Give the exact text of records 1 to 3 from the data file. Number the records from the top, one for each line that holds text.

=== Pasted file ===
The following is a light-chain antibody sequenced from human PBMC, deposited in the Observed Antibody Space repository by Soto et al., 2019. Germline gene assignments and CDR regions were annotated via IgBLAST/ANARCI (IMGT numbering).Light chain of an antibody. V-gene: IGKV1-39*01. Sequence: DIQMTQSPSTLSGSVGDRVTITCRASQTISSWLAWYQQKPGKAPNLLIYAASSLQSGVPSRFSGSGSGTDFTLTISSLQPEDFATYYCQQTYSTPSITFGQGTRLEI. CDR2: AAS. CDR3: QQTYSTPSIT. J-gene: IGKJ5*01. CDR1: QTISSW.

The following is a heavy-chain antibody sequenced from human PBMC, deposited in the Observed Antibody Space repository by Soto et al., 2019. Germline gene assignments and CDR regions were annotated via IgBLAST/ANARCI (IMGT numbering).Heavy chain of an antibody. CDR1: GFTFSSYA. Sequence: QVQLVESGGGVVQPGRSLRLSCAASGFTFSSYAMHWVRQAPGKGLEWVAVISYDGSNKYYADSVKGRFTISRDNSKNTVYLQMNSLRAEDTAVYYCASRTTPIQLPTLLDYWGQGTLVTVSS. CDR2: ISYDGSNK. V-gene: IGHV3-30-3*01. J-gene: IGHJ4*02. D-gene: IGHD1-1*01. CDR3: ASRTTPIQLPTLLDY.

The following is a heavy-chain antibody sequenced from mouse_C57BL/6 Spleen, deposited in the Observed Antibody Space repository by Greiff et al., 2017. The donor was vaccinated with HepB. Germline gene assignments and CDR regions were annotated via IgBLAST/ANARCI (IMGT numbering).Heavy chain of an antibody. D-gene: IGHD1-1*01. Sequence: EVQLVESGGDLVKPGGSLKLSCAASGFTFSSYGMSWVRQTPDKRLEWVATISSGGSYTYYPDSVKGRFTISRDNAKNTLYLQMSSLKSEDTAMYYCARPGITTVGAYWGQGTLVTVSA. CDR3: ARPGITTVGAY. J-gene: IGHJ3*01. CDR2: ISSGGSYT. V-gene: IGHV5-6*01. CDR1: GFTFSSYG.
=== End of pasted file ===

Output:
The following is a light-chain antibody sequenced from human PBMC, deposited in the Observed Antibody Space repository by Soto et al., 2019. Germline gene assignments and CDR regions were annotated via IgBLAST/ANARCI (IMGT numbering).Light chain of an antibody. V-gene: IGKV1-39*01. Sequence: DIQMTQSPSTLSGSVGDRVTITCRASQTISSWLAWYQQKPGKAPNLLIYAASSLQSGVPSRFSGSGSGTDFTLTISSLQPEDFATYYCQQTYSTPSITFGQGTRLEI. CDR2: AAS. CDR3: QQTYSTPSIT. J-gene: IGKJ5*01. CDR1: QTISSW.

The following is a heavy-chain antibody sequenced from human PBMC, deposited in the Observed Antibody Space repository by Soto et al., 2019. Germline gene assignments and CDR regions were annotated via IgBLAST/ANARCI (IMGT numbering).Heavy chain of an antibody. CDR1: GFTFSSYA. Sequence: QVQLVESGGGVVQPGRSLRLSCAASGFTFSSYAMHWVRQAPGKGLEWVAVISYDGSNKYYADSVKGRFTISRDNSKNTVYLQMNSLRAEDTAVYYCASRTTPIQLPTLLDYWGQGTLVTVSS. CDR2: ISYDGSNK. V-gene: IGHV3-30-3*01. J-gene: IGHJ4*02. D-gene: IGHD1-1*01. CDR3: ASRTTPIQLPTLLDY.

The following is a heavy-chain antibody sequenced from mouse_C57BL/6 Spleen, deposited in the Observed Antibody Space repository by Greiff et al., 2017. The donor was vaccinated with HepB. Germline gene assignments and CDR regions were annotated via IgBLAST/ANARCI (IMGT numbering).Heavy chain of an antibody. D-gene: IGHD1-1*01. Sequence: EVQLVESGGDLVKPGGSLKLSCAASGFTFSSYGMSWVRQTPDKRLEWVATISSGGSYTYYPDSVKGRFTISRDNAKNTLYLQMSSLKSEDTAMYYCARPGITTVGAYWGQGTLVTVSA. CDR3: ARPGITTVGAY. J-gene: IGHJ3*01. CDR2: ISSGGSYT. V-gene: IGHV5-6*01. CDR1: GFTFSSYG.